Who hasn’t had the urge – and perhaps even felt the absolute need – to get away from it all? This is an occasional series about great getaways, whether near to home, or miles away,
A chain of narrow barrier islands – the Outer Banks – lies off the coast of North Carolina, with Ocracoke being the southernmost island. Getting there is no easy matter, as the island is accessible only by boat or air. If you or one of your friends is not a private pilot, then the trip is rather long, but as the miles flow by, you start to disconnect.
We started out from Alexandria, Virginia, driving south on I-95. A good part of the trip took us through Virginia, and shortly after the huge naval installation at Virginia Beach we headed towards Great Bridge/Nags Head on the Caratoke Highway, lush vegetation marking our entry into North Carolina. As we continued along the Caratoke Highway, we passed tiny towns, each with their white-painted church and yards fronting the highway. Crossing the Wright Brothers Memorial Bridge to the Outer Banks, we passed Kill Devil Hills near the town of Kitty Hawk where the Wright brothers made their historic flight. We were now on much narrower roads, and passing through one beach enclave after another, the brightly painted houses, many on stilts, outlined against the sand and the sky.
By the time we reached Hatteras, we already had the feeling of being far away from the Washington DC metropolitan area. We boarded the free ferry for the last leg of our trip to Ocracoke Island. The island is owned by the National Park Services, and other than the town of Ocracoke itself (1 square mile) the island is an undeveloped paradise of sand, dunes, beach vegetation and wildlife. By the time we checked into our hotel, it was evening. Going out to have a bite to eat, we discovered that restaurants in Ocracoke turn off the lights and lock the door at 9pm. Luckily a sports bar was open, and we had a delicious seafood dinner.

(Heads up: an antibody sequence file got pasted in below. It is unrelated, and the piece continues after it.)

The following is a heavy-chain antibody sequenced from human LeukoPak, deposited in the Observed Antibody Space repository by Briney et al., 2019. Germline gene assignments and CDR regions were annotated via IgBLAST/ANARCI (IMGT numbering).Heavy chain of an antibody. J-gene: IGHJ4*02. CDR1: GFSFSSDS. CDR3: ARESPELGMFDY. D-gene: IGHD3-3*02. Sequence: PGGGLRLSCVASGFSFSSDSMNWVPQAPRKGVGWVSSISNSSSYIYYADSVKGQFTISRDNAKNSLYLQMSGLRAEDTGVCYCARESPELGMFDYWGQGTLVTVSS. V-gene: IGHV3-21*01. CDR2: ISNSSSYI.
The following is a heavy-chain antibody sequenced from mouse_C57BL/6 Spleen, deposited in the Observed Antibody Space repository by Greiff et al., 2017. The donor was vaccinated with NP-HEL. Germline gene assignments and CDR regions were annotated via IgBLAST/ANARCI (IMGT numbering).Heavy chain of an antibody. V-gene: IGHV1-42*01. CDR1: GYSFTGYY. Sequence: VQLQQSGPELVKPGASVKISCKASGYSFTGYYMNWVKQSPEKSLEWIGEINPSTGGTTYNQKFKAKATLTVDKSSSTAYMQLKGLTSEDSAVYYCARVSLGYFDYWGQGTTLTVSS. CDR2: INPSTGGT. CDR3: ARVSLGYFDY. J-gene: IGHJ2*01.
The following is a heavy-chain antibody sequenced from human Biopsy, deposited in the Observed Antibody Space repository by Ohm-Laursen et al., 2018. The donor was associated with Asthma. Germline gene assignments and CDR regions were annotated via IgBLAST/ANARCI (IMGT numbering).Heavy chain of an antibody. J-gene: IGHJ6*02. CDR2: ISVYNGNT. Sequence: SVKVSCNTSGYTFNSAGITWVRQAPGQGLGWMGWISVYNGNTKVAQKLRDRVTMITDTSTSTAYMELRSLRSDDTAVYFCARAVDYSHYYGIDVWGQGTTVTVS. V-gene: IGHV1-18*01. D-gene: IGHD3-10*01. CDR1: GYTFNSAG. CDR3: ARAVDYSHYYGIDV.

So, what makes Ocracoke a great place for getting away from it all? Although hotels and vacation rentals have all the creature comforts, including hi-speed internet connections, the place otherwise seems to be a stuck somewhere back in the mid-20th century. There’s no McDonald, no Starbucks, no chain stores of any sort. Other than walking, the easiest way to get around is by bike or, for those feeling a bit lazy, golf cart. There is no commercial district; little shops are tucked in amongst the houses that often sit behind white picket fences.
And then there is the beach, “the most beautiful beach in America.” On one side, there is the Atlantic Ocean, and on the other, the sound that separates the island from the North Carolina coast. Pristine white sand beaches stretch for miles, untouched by souvenir stands, shops and ambulant vendors. This is a place for surf fishermen, kite-flyers, sand castle builders and playing in the surf. Some parts of the beach are open to off-road vehicles. We explored the sound side by kayak, gliding silently through the wetlands, marshes and marine estuaries, home to 400 species of birds, as well as turtles, shellfish and other wildlife.
You’ve heard of slow-food? Well, this is a slow-holiday, where taking the time to watch the sun set, the sky aglow with pink and purple hues, is a fell-time activity.